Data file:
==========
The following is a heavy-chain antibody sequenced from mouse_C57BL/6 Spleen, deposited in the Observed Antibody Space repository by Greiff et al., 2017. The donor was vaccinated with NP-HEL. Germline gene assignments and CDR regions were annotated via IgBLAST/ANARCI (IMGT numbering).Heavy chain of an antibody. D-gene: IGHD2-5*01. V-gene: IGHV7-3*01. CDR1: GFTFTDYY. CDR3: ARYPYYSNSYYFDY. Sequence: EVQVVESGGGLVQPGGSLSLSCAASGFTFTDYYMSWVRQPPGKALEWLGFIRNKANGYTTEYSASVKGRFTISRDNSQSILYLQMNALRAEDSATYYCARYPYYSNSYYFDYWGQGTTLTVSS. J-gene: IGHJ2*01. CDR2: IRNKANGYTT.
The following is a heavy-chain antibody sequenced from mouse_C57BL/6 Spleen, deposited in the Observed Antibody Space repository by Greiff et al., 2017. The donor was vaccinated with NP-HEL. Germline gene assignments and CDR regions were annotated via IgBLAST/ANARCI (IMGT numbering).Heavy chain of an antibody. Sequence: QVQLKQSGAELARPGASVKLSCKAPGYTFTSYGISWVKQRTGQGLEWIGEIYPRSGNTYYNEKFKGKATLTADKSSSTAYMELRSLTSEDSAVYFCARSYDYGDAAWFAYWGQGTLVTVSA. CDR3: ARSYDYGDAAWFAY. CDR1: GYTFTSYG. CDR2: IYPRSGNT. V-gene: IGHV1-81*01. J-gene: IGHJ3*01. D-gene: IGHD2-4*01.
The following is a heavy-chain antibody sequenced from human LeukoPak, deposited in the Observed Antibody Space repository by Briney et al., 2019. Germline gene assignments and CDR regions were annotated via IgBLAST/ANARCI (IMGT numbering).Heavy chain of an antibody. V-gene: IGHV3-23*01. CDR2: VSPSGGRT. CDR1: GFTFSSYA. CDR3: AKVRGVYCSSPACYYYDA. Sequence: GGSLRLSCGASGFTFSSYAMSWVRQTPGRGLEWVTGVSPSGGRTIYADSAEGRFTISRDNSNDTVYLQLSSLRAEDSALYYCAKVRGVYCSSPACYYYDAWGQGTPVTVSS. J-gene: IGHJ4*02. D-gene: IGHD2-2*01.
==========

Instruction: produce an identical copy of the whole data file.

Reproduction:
The following is a heavy-chain antibody sequenced from mouse_C57BL/6 Spleen, deposited in the Observed Antibody Space repository by Greiff et al., 2017. The donor was vaccinated with NP-HEL. Germline gene assignments and CDR regions were annotated via IgBLAST/ANARCI (IMGT numbering).Heavy chain of an antibody. D-gene: IGHD2-5*01. V-gene: IGHV7-3*01. CDR1: GFTFTDYY. CDR3: ARYPYYSNSYYFDY. Sequence: EVQVVESGGGLVQPGGSLSLSCAASGFTFTDYYMSWVRQPPGKALEWLGFIRNKANGYTTEYSASVKGRFTISRDNSQSILYLQMNALRAEDSATYYCARYPYYSNSYYFDYWGQGTTLTVSS. J-gene: IGHJ2*01. CDR2: IRNKANGYTT.
The following is a heavy-chain antibody sequenced from mouse_C57BL/6 Spleen, deposited in the Observed Antibody Space repository by Greiff et al., 2017. The donor was vaccinated with NP-HEL. Germline gene assignments and CDR regions were annotated via IgBLAST/ANARCI (IMGT numbering).Heavy chain of an antibody. Sequence: QVQLKQSGAELARPGASVKLSCKAPGYTFTSYGISWVKQRTGQGLEWIGEIYPRSGNTYYNEKFKGKATLTADKSSSTAYMELRSLTSEDSAVYFCARSYDYGDAAWFAYWGQGTLVTVSA. CDR3: ARSYDYGDAAWFAY. CDR1: GYTFTSYG. CDR2: IYPRSGNT. V-gene: IGHV1-81*01. J-gene: IGHJ3*01. D-gene: IGHD2-4*01.
The following is a heavy-chain antibody sequenced from human LeukoPak, deposited in the Observed Antibody Space repository by Briney et al., 2019. Germline gene assignments and CDR regions were annotated via IgBLAST/ANARCI (IMGT numbering).Heavy chain of an antibody. V-gene: IGHV3-23*01. CDR2: VSPSGGRT. CDR1: GFTFSSYA. CDR3: AKVRGVYCSSPACYYYDA. Sequence: GGSLRLSCGASGFTFSSYAMSWVRQTPGRGLEWVTGVSPSGGRTIYADSAEGRFTISRDNSNDTVYLQLSSLRAEDSALYYCAKVRGVYCSSPACYYYDAWGQGTPVTVSS. J-gene: IGHJ4*02. D-gene: IGHD2-2*01.